SADDĀ SIṄGH, PAṆḌIT, was a Nirmalā scholar, who read Sanskrit with Paṇḍit Chet Siṅgh of Kāshī. He attained such mastery of Sanskrit learning that his teacher made over to him his school before he died. The Paṇḍits of Kāshī honoured him with the highest scholarly rank of Daṇḍīpād, after he had humbled in a Śāstrārtha or debate a man of acknowledged authority in ancient texts.
Saddā Siṅgh translated, in 1767, most famous, but abstruse, Sanskrit work on monism called Advaita-Siddhi into Braj Bhāshā, using the Gurmukhī script.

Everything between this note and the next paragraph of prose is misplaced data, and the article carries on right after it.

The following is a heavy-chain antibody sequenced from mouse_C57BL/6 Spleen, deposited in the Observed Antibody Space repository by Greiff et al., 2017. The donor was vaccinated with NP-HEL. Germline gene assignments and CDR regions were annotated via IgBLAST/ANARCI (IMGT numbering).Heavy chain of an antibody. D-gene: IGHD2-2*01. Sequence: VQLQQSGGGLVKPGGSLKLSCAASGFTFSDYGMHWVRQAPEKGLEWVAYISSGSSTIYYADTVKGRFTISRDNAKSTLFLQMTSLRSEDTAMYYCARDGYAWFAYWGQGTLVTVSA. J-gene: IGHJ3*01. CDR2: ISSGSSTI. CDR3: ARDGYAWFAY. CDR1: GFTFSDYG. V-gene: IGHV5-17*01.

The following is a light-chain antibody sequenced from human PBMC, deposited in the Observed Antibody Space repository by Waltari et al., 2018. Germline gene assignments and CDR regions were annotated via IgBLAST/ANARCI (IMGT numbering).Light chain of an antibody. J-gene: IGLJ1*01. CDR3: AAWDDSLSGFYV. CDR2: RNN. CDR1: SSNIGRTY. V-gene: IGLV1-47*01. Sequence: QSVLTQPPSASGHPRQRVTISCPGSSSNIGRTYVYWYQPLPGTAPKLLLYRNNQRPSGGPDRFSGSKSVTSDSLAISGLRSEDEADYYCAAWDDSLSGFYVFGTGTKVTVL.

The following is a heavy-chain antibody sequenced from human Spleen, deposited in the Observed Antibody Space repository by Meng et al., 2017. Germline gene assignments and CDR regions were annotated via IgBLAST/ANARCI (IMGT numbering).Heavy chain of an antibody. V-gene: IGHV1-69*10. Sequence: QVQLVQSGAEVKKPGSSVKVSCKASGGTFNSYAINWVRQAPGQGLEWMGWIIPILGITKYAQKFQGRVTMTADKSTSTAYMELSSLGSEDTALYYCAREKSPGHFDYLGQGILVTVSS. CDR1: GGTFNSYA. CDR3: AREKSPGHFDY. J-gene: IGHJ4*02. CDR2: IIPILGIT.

He gave the translated version the title of Sugamsār Chandrikā. This book, known for its grandeur of style, is an answer to, and a critical evaluation of the various contemporary challenges to the theory of monotheism and non-plurality. It establishes the sovereignty of bhakti. Bhakti, it says, is both a means and an end in itself, where as giān is only a means and is included in bhakti.
Saddā Siṅgh had at his school a succession of pupils whom he trained in Vedic learning. His name is still remembered with reverence among men of learning in Vārāṇasī and his portrait still hangs in Kāshī Saṅgat, the school over which he presided with distinction.